• ‘NUHEPs For-Profit’ and ‘NUHEPs Not-for-Profit’ staff data is sourced from TEQSA under its annual PIR collection, apart from data for two providers (Avondale College and Batchelor Institute of Indigenous Tertiary Education), which are sourced from the Higher Education Statistics Collection, Department of Education and Training.
  • ‘TAFEs’ staff data is sourced from TEQSA under its annual PIR collection.

Finance data:

  • Data in TEQSA’s 2016 collection year was sourced from the Department of Education and Training. Prior to 2016, financial data was sourced from TEQSA PIR collection and Department of Education and Training collections.

Timelines

Information reported is the latest available nationally:

  • Provider data relates to providers registered with TEQSA in 2015
  • Student data relates to 2015. Where trend data is available, data relates to 2013 and 2014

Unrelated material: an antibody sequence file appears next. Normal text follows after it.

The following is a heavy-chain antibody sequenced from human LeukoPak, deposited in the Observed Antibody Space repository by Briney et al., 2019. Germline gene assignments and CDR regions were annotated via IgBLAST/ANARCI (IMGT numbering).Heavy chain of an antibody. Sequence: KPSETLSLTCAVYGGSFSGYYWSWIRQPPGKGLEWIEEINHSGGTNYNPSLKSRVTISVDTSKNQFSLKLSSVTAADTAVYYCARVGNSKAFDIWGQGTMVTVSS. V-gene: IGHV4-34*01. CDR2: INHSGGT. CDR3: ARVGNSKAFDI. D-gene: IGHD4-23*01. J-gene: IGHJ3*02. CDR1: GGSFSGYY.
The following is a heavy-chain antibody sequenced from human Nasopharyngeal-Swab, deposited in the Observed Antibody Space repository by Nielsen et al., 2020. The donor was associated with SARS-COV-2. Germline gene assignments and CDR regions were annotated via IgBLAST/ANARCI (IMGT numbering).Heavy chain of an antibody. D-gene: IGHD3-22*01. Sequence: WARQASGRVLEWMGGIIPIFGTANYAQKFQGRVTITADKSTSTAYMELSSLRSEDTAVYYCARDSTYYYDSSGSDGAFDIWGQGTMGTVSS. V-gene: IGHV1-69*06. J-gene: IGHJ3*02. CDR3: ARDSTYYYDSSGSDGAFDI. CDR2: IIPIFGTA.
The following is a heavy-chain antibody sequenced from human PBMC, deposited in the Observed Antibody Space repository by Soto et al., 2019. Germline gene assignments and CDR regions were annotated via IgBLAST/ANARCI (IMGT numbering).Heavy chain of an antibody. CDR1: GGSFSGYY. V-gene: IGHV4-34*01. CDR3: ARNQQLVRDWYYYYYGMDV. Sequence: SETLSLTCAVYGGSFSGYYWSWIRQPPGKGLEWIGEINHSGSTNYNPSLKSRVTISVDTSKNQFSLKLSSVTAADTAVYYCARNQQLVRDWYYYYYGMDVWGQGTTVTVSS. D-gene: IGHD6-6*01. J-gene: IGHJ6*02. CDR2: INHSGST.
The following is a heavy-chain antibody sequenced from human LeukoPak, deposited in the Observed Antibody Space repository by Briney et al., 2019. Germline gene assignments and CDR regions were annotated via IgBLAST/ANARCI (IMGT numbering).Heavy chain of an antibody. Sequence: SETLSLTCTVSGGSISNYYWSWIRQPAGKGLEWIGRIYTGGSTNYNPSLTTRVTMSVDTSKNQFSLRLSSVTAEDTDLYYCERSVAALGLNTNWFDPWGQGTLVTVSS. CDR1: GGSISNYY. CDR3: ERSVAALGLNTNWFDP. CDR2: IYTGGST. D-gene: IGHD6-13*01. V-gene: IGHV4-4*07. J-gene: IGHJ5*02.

• Academic Staff data relates to 2015
  • Financial year relates to a provider’s most recently available reporting year as at the time of the 2016 collection. The relevant reporting years in the collection include those ended 31 December 2015 to 30 June 2016.

Variations in Student Headcount Data

On occasion, for headcount data, the PIR headline figure may vary slightly from the raw headcount due to:

  • coding of additional student attributes in the data set
  • students that may transfer citizenship categories throughout the year; or
  • students that may be counted in multiple Broad Fields of Education.

Glossary